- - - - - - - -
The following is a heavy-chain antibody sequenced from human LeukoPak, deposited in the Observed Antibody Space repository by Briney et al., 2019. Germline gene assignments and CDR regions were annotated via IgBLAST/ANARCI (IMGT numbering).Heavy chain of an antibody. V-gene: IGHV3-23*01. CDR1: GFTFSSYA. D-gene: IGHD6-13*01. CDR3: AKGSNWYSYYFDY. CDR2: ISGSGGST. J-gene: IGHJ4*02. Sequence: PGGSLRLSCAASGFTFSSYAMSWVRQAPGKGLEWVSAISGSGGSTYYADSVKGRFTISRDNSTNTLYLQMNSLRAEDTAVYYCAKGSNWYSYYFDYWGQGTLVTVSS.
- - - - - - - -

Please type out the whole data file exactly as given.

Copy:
The following is a heavy-chain antibody sequenced from human LeukoPak, deposited in the Observed Antibody Space repository by Briney et al., 2019. Germline gene assignments and CDR regions were annotated via IgBLAST/ANARCI (IMGT numbering).Heavy chain of an antibody. V-gene: IGHV3-23*01. CDR1: GFTFSSYA. D-gene: IGHD6-13*01. CDR3: AKGSNWYSYYFDY. CDR2: ISGSGGST. J-gene: IGHJ4*02. Sequence: PGGSLRLSCAASGFTFSSYAMSWVRQAPGKGLEWVSAISGSGGSTYYADSVKGRFTISRDNSTNTLYLQMNSLRAEDTAVYYCAKGSNWYSYYFDYWGQGTLVTVSS.